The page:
Believe in second chances
25 March, 2018, 12:00 am
The man who beat Serevi’s record
THE late Bahamian evangelist Dr Myles Munroe once said every successful businessman has been broke once. Sometimes in life we are allowed to hit rock bottom before we realise our true purpose in life.
In order to rise from the ashes, it takes a lot of determination, perseverance and sacrifice.
Adrian Bosley lived a life of determination and in everything he did he wanted to excel and be successful. Being the youngest in a family of three siblings he followed his brother’s footsteps into basketball.
After making the Fiji under-20 basketball team at 16 years of age, he had another mission of making the national team. Unfortunately for Adrian, he was dropped from his first national trials because his coach told him he was “too young and too short”.
So he doubled his efforts, more determined to make the national side, he turned down an athletics scholarship to France in his quest to be a part of something great.
In 2007, he finally made his big break when he was selected in the national basketball team for the Pacific Games in Samoa.
That team laced with the best in the country; the Whippy brothers Leonard and Marques, Earl Hughes, Robert Tuxson, Baravi Thaman, Frank Saketa, Sake Rokodi, Lai Puamau went on to beat Guam and became the first Fiji side to win gold in basketball at the Pacific Games.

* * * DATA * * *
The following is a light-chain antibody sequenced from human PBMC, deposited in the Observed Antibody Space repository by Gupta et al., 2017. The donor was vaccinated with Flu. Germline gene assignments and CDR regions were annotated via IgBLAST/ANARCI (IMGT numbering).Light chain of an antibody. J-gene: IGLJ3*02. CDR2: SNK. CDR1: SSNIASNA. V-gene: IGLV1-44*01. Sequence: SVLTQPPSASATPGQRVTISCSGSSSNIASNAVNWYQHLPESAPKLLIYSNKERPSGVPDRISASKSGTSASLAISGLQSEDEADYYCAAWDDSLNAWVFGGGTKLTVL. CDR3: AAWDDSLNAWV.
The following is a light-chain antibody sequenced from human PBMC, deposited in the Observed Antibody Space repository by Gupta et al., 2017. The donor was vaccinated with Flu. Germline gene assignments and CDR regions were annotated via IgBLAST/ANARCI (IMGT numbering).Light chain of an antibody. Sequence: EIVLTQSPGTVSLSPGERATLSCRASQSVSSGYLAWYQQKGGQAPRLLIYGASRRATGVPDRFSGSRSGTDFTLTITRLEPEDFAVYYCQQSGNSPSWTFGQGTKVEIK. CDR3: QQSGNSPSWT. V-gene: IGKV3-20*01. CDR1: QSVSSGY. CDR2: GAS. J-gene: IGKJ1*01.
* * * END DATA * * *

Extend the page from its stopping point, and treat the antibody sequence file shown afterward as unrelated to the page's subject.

“I remember I was seven centimetres short of making the qualification in the high jump for the Sydney Olympics, when I think about it, if I had taken it up I would not have been able to be part of the gold medal winning team. End of the day, there is always a regret but if I look at the flip side of it, I am part of history, I was part of the team and who knows whether it will be duplicated again.
“The same year I was in the scholarship I was selected for the national team, so I turned it down, the reason being the enjoyment of wining an individual event cannot be measured to winning in a team sport. So I put my individual ability sport aside and moved to team sport.”